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A perfect pairing: Cider vinegar-roasted pork belly & apricots

A dish that’s perfect for autumnal gatherings, this meltingly tender pork belly, offset by sharp-sweet vinegar and apricots, pairs beautifully with fruity Viognier or ripe Chenin Blanc.

Much of the messaging in food media seems to take a ‘this is what you should be cooking right now’ approach: ‘try this cuisine’, ‘use these leftovers’, ‘eat seasonally’ and so on. It’s probably counterproductive to a (still relatively fresh) cookery writer’s career to state it, but there’s too much choice.

At the genesis of this book, it struck me that we’ve found ourselves looking at things the wrong way around. Aspiring to master new (to us) cuisines, use up leftovers and eat ingredients at their peak are all relevant. But these are distracting sub-themes when there’s something more visceral that sits above them all: most of the time we simply cook the things we do so that we can eat what we fancy.

With that realisation in mind, I set about writing a cookbook that would provide clarity, order and direction when we respond to our cravings – grouping recipes into six sections: fresh and fragrant; tart and sour; chilli and heat; spiced and curried; rich and savoury; and cheesy and creamy. Of course, many of the best cuisines and recipes balance the full range of tastes and multiple flavours. However, more often than not, dishes have a key characteristic or an edge that can be categorised under one of these six flavour profiles. I hope that thinking along these lines, of dominant characteristics and flavours, is a good starting point. It’s a new, if ultimately obvious, framework.

Cider vinegar-roasted pork belly & apricots recipe

I find a craving for something sharp often goes hand in hand with a desire for something rich and fatty. It’s not obvious which sensation I’m really after, although the former is essential to cut through the latter. Does that make the sour element more or less important? Does it matter? Pork belly is one example of an ingredient that needs acid to complete it. Apricot season often chimes with a desire to edge away from comfort food, and the tart notes that appear when cooked go perfectly here (you could use rhubarb in exactly the same way).

Serves 4-6

Preparation time 15 mins

Cooking time 2 hours plus 15 mins resting


  • 4 tbsp fennel seeds
  • 10g-20g flaky sea salt
  • 1.25kg-1.75kg pork belly (bone in, skin scored)
  • 250ml dry (hard) cider
  • 100ml apple cider vinegar
  • 10 baby shallots, peeled and halved
  • 40g fresh ginger, sliced
  • 6-9 apricots (3 halves per serving), halved and pitted


1. Bash the fennel seeds to open them up. Mix half of them with 1 tablespoon of the salt, then rub that into the flesh of the pork (the base and the sides). Sprinkle the rest of the salt, or as much as you need, to completely cover the skin on top. Refrigerate uncovered for 90 minutes or more (overnight is best).

2. Heat the oven to 240°C/475°F/gas 9. Brush the salt off the top of the pork and discard, but leave any fennel seeds still attached to the flesh. Place in a roasting tin in which the pork fits snugly. Roast in the middle of the oven for 45 minutes, during which time the skin will puff up and harden to form crackling.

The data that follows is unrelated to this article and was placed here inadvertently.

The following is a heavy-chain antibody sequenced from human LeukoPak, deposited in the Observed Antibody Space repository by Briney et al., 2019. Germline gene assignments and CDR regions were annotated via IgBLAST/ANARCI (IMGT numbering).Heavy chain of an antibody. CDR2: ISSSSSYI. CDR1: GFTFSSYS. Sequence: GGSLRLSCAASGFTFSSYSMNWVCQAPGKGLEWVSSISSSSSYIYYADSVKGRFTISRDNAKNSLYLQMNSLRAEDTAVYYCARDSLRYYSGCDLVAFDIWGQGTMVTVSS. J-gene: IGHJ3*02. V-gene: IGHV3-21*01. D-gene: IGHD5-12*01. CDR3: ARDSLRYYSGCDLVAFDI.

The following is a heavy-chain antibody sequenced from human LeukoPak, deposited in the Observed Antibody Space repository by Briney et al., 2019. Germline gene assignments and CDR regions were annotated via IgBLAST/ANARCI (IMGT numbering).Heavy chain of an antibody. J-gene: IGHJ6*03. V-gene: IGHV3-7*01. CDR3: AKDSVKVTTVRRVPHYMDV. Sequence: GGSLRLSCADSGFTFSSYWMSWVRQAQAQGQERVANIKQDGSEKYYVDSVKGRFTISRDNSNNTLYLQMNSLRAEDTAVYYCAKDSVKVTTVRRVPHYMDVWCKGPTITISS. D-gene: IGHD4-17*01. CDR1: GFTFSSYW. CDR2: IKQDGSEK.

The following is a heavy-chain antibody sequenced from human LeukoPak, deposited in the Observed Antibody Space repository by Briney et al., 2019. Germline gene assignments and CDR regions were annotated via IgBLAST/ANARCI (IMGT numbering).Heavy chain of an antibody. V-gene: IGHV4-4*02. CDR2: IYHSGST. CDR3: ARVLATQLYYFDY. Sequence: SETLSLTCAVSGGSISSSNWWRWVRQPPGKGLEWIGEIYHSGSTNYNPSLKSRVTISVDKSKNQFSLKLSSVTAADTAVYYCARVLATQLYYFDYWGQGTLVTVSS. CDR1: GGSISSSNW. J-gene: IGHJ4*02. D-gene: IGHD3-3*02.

3. After that time, remove the roasting tin from the oven and reduce the oven temperature to 140°C/275°F/gas 1. Carefully decant the rendered fat from the base of the tin into a heatproof container, then pour the cider and vinegar into the tin (taking care not to get the crackling wet). Add the shallots, ginger and the remaining fennel seeds, then return the roasting tin to the oven for a further 1¼ hours, adding the apricot halves (cut-side down), to the liquid around the pork when there’s 30 minutes to go.

4. Once cooked, remove the pork from the roasting tin and leave to rest on a board in a warm place for 15 minutes. Meanwhile, transfer the apricots to a plate or container, taking care to keep them intact. Place the roasting tin (with the liquid, shallots and ginger still in) on a high heat and bring to a furious boil for 10 minutes, reducing the liquid by half to two-thirds so it becomes a glossy and viscous sauce.

5. Pick out and discard the ginger. Serve the apricots next to generous slices of pork belly, with the sweet-sour sauce and shallots spooned over both, and a big green salad and a bowl of well-salted baby potatoes.

Crave by Ed Smith was published in May 2021 (Quadrille) and is available through Amazon UK.

Ed Smith is a former City lawyer turned cook and food writer. Crave, his latest recipe book, won the Cookery Book category in the Fortnum & Mason Food and Drink Awards 2022. His award-winning blog is at rocketandsquash.com

The wines to drink with cider vinegar-roasted pork belly & apricots

You would often use wine as a corrective to a slightly fatty ingredient like pork belly, but Ed has cleverly done the job for you by putting apricots on the side. That would lead me in the direction of Viognier rather than Riesling, which is my usual go-to with pork belly – although if you’re a Riesling fan, a fruity style such as the ones you tend to find in New Zealand would work, too. Viognier has, of course, apricot notes of its own but you’d be enhancing them rather than cancelling them out with the other elements of this dish.
There are so many good ones now, particularly from Australia and South Africa.

Other good options would be Pinot Gris – again from New Zealand, for preference – or an old-vine South African Chenin Blanc. A Vouvray or Montlouis from the Loire would work too. And if you prefer red? I’m thinking Grenache or Garnacha, or a vibrant young Côtes du Rhône. You want younger wines with this dish rather than more mature ones.

By Fiona Beckett

Wines selected by the Decanter team

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